So strong is this tribal drive that we can convince ourselves that we believe what others believe, in order to experience the warm comfort of belonging. But what if belonging to a group means ascribing to a rigid set of beliefs instead of opening to the nuances of reality?
In today’s world, you have access to many resources whether you belong to a group or not. For that reason, you also have more freedom to think for yourself.
And if you truly want to do that, one of the first things you will need to do is to learn more about your defense mechanisms. For instance, things like denial and projection can seriously limit your ability to think clearly and practice curiosity.
It also helps to study history so you can contextualize and compare information, particularly as it applies to human beliefs and behaviors. I find it very helpful to learn about different beliefs that have been held over the centuries. Whether these beliefs have come from superstition, religion or science, becoming familiar with them, can help explain our current beliefs.
Seeing how reality has been conceptualized over the course of human history can create more room for emerging thought as well.
Tribal conformity of thought and action perpetuated our species until scientific research became a more reliable source of information. And thanks to science we were rescued from the many failings of superstition.
Witch burning for instance.
We also began to have a lot more control over outcomes when we applied science.
But is it possible that one of the reasons outrageous conspiracy theories are gaining ground today, is due to a growing dissatisfaction with scientific dogma that envisions itself as the only valid source of information on all topics?
Could it be that this moment is not only defined by questioning authority but also by a questioning of reality itself?
Your mind is your most precious possession. Giving others the power to populate your head with thoughts that you have not personally vetted, surrenders your autonomy and compromises your personal power.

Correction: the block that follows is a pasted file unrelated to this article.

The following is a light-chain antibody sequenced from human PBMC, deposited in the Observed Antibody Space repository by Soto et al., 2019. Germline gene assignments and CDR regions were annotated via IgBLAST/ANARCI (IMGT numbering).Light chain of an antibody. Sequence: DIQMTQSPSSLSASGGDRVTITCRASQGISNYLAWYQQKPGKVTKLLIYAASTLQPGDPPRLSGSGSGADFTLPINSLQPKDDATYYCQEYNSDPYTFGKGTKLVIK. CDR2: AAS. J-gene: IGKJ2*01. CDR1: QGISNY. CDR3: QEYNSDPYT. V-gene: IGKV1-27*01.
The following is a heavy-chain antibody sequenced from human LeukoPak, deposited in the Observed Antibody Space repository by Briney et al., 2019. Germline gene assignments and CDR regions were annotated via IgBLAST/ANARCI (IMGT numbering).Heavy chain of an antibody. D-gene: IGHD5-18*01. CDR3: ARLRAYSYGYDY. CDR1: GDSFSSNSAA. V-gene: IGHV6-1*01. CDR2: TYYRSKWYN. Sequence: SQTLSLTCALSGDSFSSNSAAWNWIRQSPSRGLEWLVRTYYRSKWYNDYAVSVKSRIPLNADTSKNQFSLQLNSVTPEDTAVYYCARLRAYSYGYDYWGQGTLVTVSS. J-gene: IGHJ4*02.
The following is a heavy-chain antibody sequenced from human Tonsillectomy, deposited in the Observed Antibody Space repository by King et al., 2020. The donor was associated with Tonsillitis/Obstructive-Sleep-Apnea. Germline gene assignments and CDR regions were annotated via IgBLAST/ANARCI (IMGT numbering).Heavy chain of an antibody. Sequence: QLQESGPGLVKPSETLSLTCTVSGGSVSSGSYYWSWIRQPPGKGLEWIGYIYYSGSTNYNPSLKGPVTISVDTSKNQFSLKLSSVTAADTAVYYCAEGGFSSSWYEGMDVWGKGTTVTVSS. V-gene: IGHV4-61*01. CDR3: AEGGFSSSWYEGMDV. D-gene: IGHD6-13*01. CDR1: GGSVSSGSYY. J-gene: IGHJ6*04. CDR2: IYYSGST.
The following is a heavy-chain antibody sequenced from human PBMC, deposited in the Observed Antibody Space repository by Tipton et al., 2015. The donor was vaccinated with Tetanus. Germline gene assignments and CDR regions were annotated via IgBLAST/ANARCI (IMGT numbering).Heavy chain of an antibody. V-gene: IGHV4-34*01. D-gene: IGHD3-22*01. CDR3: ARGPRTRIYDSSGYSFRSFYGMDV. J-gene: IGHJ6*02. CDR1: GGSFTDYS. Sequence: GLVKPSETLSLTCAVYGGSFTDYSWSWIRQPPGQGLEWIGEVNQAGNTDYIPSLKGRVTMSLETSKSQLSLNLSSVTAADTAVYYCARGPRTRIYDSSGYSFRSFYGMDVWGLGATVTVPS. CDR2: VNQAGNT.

It seems evident that our dominant discourse does not make room for scientific discovery and critical thinking, on the one hand, and spiritual experiences, on the other, to exist side by side.
Instead we are asked to pick a side. Either we negate all intuitive knowing and insist that scientific data is the only valid source of information. Or we accept that the only road to the wisdom that should guide our decisions is faith.
No branch of knowledge, and no single way of knowing, can completely account for reality as we experience it. That is why each branch of knowledge has a role to play in our search for truth.
We can search for the truth without gullibly buying into conspiracy theories that are predicated upon the same hysterias that used to fuel witch burnings.
And we can also explore things like meditation, prayer, psychedelics and even something as simple as connecting with nature.
Maybe we would be better off if we were to live more earth-connected lives. And maybe we would also be better off if we questioned authority, including the theories and beliefs that provide us with a sense of comfort and security.
Your mind is your most precious possession. Giving others the power to populate your head with thoughts that you have not personally vetted, surrenders your autonomy and compromises your personal power. It may take a little more time and effort for you to explore ALL the branches of knowledge and come to your own conclusions. But if each of us fails to do so, the consequences could be dire.
If we all learn to use both our rational minds and our intuitive capacities for insight, and learn to honor both our scientific and our spiritual achievements, we might yet create a brighter future for ourselves, for those we love, and perhaps for all life on Earth.